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Dir. Catherine Breillat
2001, France, 86 min
Rated 18A
French with English subtitles

Anaïs is twelve and bears the weight of the world on her shoulders. She watches her older sister, Elena, whom she both loves and hates. While the girls are on vacation with their parents, Anaïs tags along as Elena explores the dreary seaside town. Fat Girl is not only a portrayal of female adolescent sexuality and the complicated bond between siblings but also a shocking assertion by the always controversial Catherine Breillat that violent oppression exists at the core of male-female relations.

Presented in partnership with Alliance Française du Manitoba. Generously sponsored by the Ambassade de France au Canada.

Content warning: This film includes challenging and/or triggering subject matter, including discussions and depictions of sexual violence.


“Get over the numb shock that accompanies the end credits, give yourself some distance from it and you may actually appreciate the complex machinations behind Breillat’s brave, troubled work.” – Melanie McFarland, Seattle Times

“Bold but unrelenting in its depiction of both physical and emotional aggression, Fat Girl will be bracing for those open to its challenges and brutal for those who aren’t.” – Geoff Pevere, Toronto Star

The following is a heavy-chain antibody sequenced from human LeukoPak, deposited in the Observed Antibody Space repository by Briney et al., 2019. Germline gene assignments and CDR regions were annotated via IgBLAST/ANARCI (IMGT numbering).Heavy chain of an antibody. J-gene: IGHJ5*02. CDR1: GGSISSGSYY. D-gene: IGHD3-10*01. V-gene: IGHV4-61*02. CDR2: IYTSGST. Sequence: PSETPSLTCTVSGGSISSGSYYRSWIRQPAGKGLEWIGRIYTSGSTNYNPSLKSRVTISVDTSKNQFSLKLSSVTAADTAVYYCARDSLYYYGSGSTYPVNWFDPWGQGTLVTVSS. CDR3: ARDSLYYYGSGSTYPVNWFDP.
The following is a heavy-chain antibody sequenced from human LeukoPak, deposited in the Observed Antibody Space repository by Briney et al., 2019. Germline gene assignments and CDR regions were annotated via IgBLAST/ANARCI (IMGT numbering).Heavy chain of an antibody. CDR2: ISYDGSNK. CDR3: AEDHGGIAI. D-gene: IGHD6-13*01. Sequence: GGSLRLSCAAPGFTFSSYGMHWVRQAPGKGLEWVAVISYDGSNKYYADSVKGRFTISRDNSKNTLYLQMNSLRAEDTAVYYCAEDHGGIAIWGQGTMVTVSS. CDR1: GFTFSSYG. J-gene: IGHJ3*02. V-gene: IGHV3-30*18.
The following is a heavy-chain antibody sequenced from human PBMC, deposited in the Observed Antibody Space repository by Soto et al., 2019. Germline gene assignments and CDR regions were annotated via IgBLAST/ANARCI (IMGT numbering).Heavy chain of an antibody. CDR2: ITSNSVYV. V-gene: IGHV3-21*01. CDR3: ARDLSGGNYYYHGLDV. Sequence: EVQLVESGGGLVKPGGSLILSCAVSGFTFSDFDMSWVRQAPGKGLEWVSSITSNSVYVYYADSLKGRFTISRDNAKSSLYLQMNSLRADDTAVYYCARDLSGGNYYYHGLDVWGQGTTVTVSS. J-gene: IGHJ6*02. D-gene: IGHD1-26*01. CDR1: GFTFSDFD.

“I often like to say that I am not scandalous but that I am a scandal, and that society has actually denied me the right to exist.”

This summer, the Dave Barber Cinematheque presents Female Perversions: The Films of Catherine Breillat, featuring four explicit, transgressive and emotionally ambiguous works – Romance (1999), Fat Girl (2001), Anatomy of Hell (2004), and Last Summer (2023).

Over the last three decades, Catherine Breillat has clinically charted sexuality and its intersections with power and intimacy. In her films, she treats sexual politics as philosophical and coldly analytical, confronting the viewer with the explicit taboos around the body. Her films explore the adolescent obsession with the loss of virginity, masochism, misogyny, and female sexuality. For Breillat, there is always an element of power involved in pleasure.

Transgressive and challenging, Female Perversions aims to explore the career of a singular and unapologetic filmmaker whose films examine the meaning of bodies from social, political and personal angles.

Presented in partnership with Alliance Française du Manitoba. Generously sponsored by the Ambassade de France au Canada.

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